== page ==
P270 Willapa Bay 1994 Def Estab
P130 Humboldt Bay 2000 Def Estab
P170 Coos Bay 1954 Def Estab
P080 Monterey Bay 1975 Def Estab
P090 San Francisco Bay 1938 Def Estab
P200 Alsea River 1987 Def Estab
P210 Yaquina Bay 1986 Def Estab
P260 Columbia River 2004 Def Unk
P290 Puget Sound 1966 Def Estab
P093 _CDA_P093 (San Pablo Bay) 1938 Def Estab
B-III None 2010 Def Estab
NEP-VI Pt. Conception to Southern Baja California 2007 Def Estab
P045 _CDA_P045 (Santa Ana) 2007 Def Estab
CAR-II None 0 Native Estab
NEA-V None 2013 Def Estab
B-IV None 2014 Def Estab
B-VII None 2014 Def Estab
B-I None 2018 Def Estab

Occurrence Map

OCC_ID Author Year Date Locality Status Latitude Longitude
768140 Ruiz et al., 2015 2012 2012-09-06 Loch Lomond Marina, San Francisco Bay, CA, California, USA Def 37.9736 -122.4802

References

2015 Identification of the benthic cyanobacterium <em>Hydrocoleum lyngbyaceua</em> on the nantucket island. in: Nantucket Biodiversity Initiative’s 6th Biennial Research Conference Abstracts, p.6 14 November, 2015, Nantucket MA

Associated Press (12/2021) Lummi Nation declares disaster after invasive crab arrives, Seattle Times <missing volume>: <missing location>

Borowsky, B. (1980) Reproductive patterns of three intertidal salt-marsh gammaridean amphipods, Marine Biology 55: 327-334

Bousfield, E.L. (1973) <missing title>, Comstock Publishing Associates, Ithaca, NY. Pp. <missing location>

Boyd, Milton J.; Mulligan, Tim J; Shaughnessy, Frank J. (2002) <missing title>, California Department of Fish and Game, Sacramento. Pp. 1-118

Carlton, James T. (1979) History, biogeography, and ecology of the introduced marine and estuarine invertebrates of the Pacific Coast of North America., Ph.D. dissertation, University of California, Davis. Pp. 1-904

Carlton, James T. (1989) <missing title>, <missing publisher>, <missing place>. Pp. <missing location>

Carlton, James T. (Ed.) (2007) <missing title>, University of California Press, Berkeley. Pp. <missing location>

Chapman, John W. (1988) Invasions of the Northeast Pacific by Asian and Atlantic Gammaridean amphipod crustaceans, including a new species of Corophium, Journal of Crustacean Biology 8(3): 364-382

Chapman, John W. (2007) The Light and Smith Manual: Intertidal invertebrates from Central California to Oregon (4th edition), University of California Press, Berkeley CA. Pp. 545-611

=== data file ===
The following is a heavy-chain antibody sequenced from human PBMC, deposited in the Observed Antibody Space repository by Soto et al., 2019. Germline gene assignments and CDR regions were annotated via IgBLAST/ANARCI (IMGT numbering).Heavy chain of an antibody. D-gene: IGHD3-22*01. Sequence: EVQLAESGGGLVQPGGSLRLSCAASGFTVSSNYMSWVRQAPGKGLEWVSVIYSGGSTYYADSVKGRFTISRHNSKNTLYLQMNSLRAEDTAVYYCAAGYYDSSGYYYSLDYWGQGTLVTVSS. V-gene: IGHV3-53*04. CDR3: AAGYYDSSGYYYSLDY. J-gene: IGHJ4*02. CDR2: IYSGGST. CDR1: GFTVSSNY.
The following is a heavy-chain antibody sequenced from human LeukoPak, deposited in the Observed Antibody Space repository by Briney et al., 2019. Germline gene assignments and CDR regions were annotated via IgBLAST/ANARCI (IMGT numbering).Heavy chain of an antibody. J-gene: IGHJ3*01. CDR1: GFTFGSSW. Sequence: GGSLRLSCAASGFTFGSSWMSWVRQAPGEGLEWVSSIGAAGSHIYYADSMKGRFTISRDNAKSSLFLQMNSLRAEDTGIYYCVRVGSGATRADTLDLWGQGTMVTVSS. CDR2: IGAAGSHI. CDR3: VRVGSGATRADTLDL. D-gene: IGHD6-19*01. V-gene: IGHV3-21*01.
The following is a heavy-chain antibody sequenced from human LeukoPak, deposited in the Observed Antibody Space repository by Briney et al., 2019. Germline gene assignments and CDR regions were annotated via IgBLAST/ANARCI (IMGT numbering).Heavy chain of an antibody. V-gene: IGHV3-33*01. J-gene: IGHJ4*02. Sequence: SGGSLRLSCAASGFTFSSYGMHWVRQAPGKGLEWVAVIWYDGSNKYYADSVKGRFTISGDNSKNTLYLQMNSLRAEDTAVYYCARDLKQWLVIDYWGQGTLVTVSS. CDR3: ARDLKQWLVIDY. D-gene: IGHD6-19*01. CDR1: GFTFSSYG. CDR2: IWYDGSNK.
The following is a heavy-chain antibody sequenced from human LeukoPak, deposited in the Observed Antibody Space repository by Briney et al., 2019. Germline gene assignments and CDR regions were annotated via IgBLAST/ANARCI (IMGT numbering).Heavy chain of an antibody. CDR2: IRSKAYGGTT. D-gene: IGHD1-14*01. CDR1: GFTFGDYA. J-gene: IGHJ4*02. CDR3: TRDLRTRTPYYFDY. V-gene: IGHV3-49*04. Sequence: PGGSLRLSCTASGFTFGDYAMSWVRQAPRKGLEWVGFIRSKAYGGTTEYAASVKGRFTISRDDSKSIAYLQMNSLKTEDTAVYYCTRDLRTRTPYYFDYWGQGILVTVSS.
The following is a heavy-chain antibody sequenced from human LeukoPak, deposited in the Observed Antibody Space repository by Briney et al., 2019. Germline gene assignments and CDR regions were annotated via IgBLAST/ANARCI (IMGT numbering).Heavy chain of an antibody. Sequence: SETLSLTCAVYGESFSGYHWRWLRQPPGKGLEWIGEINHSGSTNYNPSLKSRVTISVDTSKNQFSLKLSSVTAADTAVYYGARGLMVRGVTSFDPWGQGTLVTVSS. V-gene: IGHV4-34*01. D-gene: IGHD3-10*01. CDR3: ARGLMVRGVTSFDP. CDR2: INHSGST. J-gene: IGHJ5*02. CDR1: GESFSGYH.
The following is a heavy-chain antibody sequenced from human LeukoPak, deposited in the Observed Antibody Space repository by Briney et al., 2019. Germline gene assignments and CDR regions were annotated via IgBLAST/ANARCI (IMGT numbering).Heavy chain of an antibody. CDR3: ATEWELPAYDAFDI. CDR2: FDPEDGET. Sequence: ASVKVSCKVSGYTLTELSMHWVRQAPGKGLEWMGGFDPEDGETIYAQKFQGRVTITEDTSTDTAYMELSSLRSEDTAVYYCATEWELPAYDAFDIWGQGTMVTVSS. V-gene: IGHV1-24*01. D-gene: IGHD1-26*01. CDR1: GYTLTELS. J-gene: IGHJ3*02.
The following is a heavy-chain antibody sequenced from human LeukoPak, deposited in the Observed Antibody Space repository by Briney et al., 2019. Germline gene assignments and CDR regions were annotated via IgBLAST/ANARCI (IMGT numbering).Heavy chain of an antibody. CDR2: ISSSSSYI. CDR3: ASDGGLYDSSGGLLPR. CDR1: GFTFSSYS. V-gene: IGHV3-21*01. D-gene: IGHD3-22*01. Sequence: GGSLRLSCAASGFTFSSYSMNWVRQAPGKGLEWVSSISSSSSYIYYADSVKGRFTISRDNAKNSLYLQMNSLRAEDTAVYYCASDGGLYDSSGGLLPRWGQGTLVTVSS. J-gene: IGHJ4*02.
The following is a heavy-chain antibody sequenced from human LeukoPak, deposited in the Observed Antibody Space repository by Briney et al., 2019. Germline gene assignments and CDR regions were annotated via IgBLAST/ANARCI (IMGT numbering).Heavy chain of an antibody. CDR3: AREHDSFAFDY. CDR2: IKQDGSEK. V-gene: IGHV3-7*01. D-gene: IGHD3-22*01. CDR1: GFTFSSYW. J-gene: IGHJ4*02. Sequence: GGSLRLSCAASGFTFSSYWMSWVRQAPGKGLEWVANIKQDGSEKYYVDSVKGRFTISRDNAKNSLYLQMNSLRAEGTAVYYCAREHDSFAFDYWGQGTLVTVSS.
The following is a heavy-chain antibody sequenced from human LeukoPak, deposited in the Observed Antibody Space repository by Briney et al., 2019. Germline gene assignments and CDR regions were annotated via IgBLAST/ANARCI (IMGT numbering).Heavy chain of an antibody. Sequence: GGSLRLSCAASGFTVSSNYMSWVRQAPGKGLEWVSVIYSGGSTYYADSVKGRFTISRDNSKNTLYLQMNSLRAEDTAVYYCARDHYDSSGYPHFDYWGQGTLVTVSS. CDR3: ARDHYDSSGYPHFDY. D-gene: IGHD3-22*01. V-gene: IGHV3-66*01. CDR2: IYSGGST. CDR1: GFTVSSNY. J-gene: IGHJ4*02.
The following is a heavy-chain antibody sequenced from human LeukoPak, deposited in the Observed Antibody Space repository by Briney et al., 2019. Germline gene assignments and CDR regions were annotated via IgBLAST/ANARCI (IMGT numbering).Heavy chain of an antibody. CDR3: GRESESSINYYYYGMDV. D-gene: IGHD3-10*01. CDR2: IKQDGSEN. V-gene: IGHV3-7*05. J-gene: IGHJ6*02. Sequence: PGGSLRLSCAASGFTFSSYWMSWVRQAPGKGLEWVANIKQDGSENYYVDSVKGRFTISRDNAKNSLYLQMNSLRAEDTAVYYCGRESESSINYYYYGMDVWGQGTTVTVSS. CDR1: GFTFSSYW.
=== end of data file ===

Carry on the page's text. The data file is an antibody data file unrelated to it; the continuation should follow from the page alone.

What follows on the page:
Chiaravalle, Katina; Hughes, Jeff; Javonillo, Robert; Deegan, Linda (1997) Tidal river riffle habitats support high diversity and abundance of gammaridean amphipods, Biological Bulletin 1997: 285-285

Cohen, Andrew N. and 10 authors (2005) <missing title>, San Francisco Estuary Institute, Oakland CA. Pp. <missing location>

Cohen, Andrew N. and 22 authors (2001) <missing title>, Washington State Department of Natural Resources, Olympia. Pp. <missing location>

Cohen, Andrew N.; Carlton, James T. (1995) Nonindigenous aquatic species in a United States estuary: a case study of the biological invasions of the San Francisco Bay and Delta., U.S. Fish and Wildlife Service and National Sea Grant College Program (Connecticut Sea Grant), Washington DC, Silver Spring MD.. Pp. <missing location>

Cohen, Andrew; and 16 authors. (1998) <missing title>, Washington State Department of Natural Resources, Olympia, Washington. Pp. 1-37

Doi, Waturu; Watanabe, Seiichi; Carlton, James T. (2011) In the wrong place- Alien marine crustaceans: Distribution, biology, impacts, Springer, Dordrecht, Netherlands. Pp. 419-449

Faasse, Marco (2012) The exotic isopod Synidotea in the Netherlands and Europe, A Japanese or American invasion (Pancrustacea: Isopoda)?, Nederlandse Faunistiche Mededelingen 108: 103-106

Faasse, Marco; Van Moorsel, Godfried (2003) The North American amphipods, Melita nitida Smith, 1873 and Incisocalliope aestuarius (Watling and Maurer, 1973) (Crustacea: Amphipoda: Gammaridea), introduced to the Western Scheldt estuary (The Netherlands)., Aquatic Ecology 37: 13-22

Fairey, Russell; Dunn, Roslyn; Sigala, Marco; Oliver, John (2002) <missing title>, California Department of Fish and Game, Sacramento. Pp. <missing location>

Feeley, James B.; Wass, Marvin L. (1971) The distribution and ecology of the Gammaridea (Crustacea: Amphipoda) of the lower Chesapeake estuaries., Special Papers in Marine Science 2: 1-58

Fox, Richard S.; Bynum, Kenneth H. (1975) The amphipod crustaceans of North Carolina estuarine waters, Chesapeake Science 16(4): 223-237

Gartner, Heidi N.; Murray, Cathryn Clarke; Frey, Melissa A.; Nelson, Jocelyn C.; Larson, Kristen J.; Ruiz, Gregory M.; Therriault, Thomas W. (2016) Non-indigenous invertebrate species in the marine fouling communities of British Columbia, Canada, BioInvasions Records <missing volume>: <missing location>

Gilhen, John (1968) Catalogue of marine crustacea in the Nova Scotia Museum, Nova Scotia Museum Curatorial Report 2: 1-12

Gouillieux, Benoit; Lavesque, Nicolas; Blanchet, Hugues; Bachelet, Guy (2016) First record of the non-indigenous Melita nitida Smith, 1873 (Crustacea: Amphipoda: Melitidae) in the Bay of Biscay (NE Atlantic), BioInvasions Records 5: In press

Graening, G. O.; Rogers, D. Christopher; Holsinger, John R.; Barr, Cheryl; Bottorff, Richard (2012) Checklist of inland aquatic Amphipoda (Crustacea: Malacostraca) of California, Zootaxa 3544: 1-27

Heiman, Kimberly W.; Micheli, Fiorenza (2010) Non-native ecosystem engineer alters estuarine communities, Integrative and Comparative Biology 50(2): 226-236